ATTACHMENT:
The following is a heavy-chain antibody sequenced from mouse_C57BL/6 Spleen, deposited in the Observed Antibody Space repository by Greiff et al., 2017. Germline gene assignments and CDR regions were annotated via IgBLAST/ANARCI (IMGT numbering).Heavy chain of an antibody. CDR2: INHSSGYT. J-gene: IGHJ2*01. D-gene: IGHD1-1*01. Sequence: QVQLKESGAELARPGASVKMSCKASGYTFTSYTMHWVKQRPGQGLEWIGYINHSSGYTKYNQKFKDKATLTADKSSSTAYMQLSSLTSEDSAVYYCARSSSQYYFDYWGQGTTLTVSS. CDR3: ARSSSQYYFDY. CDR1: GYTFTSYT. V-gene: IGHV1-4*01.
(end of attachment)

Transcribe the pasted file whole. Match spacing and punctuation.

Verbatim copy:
The following is a heavy-chain antibody sequenced from mouse_C57BL/6 Spleen, deposited in the Observed Antibody Space repository by Greiff et al., 2017. Germline gene assignments and CDR regions were annotated via IgBLAST/ANARCI (IMGT numbering).Heavy chain of an antibody. CDR2: INHSSGYT. J-gene: IGHJ2*01. D-gene: IGHD1-1*01. Sequence: QVQLKESGAELARPGASVKMSCKASGYTFTSYTMHWVKQRPGQGLEWIGYINHSSGYTKYNQKFKDKATLTADKSSSTAYMQLSSLTSEDSAVYYCARSSSQYYFDYWGQGTTLTVSS. CDR3: ARSSSQYYFDY. CDR1: GYTFTSYT. V-gene: IGHV1-4*01.